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This entry is for a study added to the Effectiveness Bank but not (or not yet) fully analysed. Usually the entry consists only of the reference and if available the original abstract with no comments or material changes. The original study was not published by Findings; click Title to order acopy. Free reprints may be available from the authors – click prepared e-mail. Links to other documents. Hover over for notes. Click to highlight passage referred to. Unfold extra text Unfold supplementary text

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Do UK television alcohol advertisements abide by the code of broadcast advertising rules regarding the portrayal of alcohol?

Searle, R., Alston, D., French, D.P.
Alcohol and Alcoholism: 2014, 49 (4), 472–478.
Unable to obtain a copy by clicking title? Try asking the author for a reprint by adapting this prepared e-mail or by writing to Dr French at

Three in four members of the UK general public perceive television alcohol adverts to be in breach of advertising standards, a finding which could have implications for the current independent review body system.

Summary The Advertising Standards Authority Code of Broadcast Advertising (BCAP) code provides a general principle and 16 rules to prevent adverts implying, condoning or encouraging excessive, irresponsible or antisocial drinking. The aim of this study was to assess the extent to which members of the UK general public perceive television alcohol advertisements to comply with the code.

373 adults (aged 18–74 years) were recruited at Manchester Piccadilly train station between 8:00 and 19:00 hours on six weekdays. They were selected to be representative of the general population in terms of age and gender. Participants were shown one of seven advertisements that had been broadcast in the previous month on the two leading commercial television channels, and then asked to complete a questionnaire with 40 statements representing the code rules.

Breaches of the code rules were reported against all seven advertisements, and 75% of participants perceived that advertisements breached at least one rule. There was significant variation (from 49% to 91%) across advertisements in the proportion of participants who perceived them to breach at least one rule. Rates of perceived breaches were highest for the rules “must not imply that alcohol can contribute to popularity or confidence nor imply that alcohol can enhance personal qualities” (52% of participants) and “must not imply that alcohol has therapeutic qualities ... capable of changing mood, physical condition or behaviour or as nourishment” (51% of participants). In contrast, the rule “must not link alcohol to illicit drugs” was rated as breached by only 1% of participants.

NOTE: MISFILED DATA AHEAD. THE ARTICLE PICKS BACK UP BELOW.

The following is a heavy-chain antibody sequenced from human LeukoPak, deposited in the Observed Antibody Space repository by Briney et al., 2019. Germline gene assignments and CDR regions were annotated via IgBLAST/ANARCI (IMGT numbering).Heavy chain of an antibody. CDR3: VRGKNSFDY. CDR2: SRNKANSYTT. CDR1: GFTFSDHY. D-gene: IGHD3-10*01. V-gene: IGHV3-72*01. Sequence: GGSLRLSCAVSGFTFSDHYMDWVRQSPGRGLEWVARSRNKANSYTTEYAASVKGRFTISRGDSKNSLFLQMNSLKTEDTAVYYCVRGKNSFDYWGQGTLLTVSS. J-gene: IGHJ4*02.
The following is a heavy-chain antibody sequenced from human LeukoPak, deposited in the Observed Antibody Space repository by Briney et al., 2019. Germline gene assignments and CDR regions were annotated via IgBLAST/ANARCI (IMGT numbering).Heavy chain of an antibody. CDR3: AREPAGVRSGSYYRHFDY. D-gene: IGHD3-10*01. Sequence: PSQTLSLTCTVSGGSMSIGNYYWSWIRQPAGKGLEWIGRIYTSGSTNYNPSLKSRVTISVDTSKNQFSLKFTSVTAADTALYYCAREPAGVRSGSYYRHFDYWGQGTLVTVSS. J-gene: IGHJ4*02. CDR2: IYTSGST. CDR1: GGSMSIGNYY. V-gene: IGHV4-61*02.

This study was the first to investigate compliance of television alcohol advertisements with the code from the perspective of the UK general public. The high proportion of perceived breaches indicates that the current regulatory system, may not be acknowledging the potential for counterproductive effects that members of the public see in advertisements. Further research could explore the feasibility of involving members of the public in the formal regulation of UK television alcohol advertisements.

Findings logo commentary The authors ensured that the age and gender demographics of the sample corresponded with the UK general population. However, a number of other features of the study (including the response rate of just 39%) suggest that the sample may not be that typical. Ethnic minority participants were under-represented in the sample, comprising only 6% of all participants, compared with 18% of the UK population. Due to the site of data collection (a metropolitan train station during the day) it is also likely that people from rural areas or of low socioeconomic status were under-represented. Though participant characteristics may affect perceptions of breaches of the code, the authors argued that “the biases in representativeness would have to be very large, and the perceptions of under-represented groups very different from those of included participants” in order to change the overall conclusion of the study that a high proportion of members of the public perceive television advertisements to be in breach of advertising standards.

This draft entry is currently subject to consultation and correction by the study authors and other experts.

Last revised 18 February 2016. First uploaded 15 February 2016

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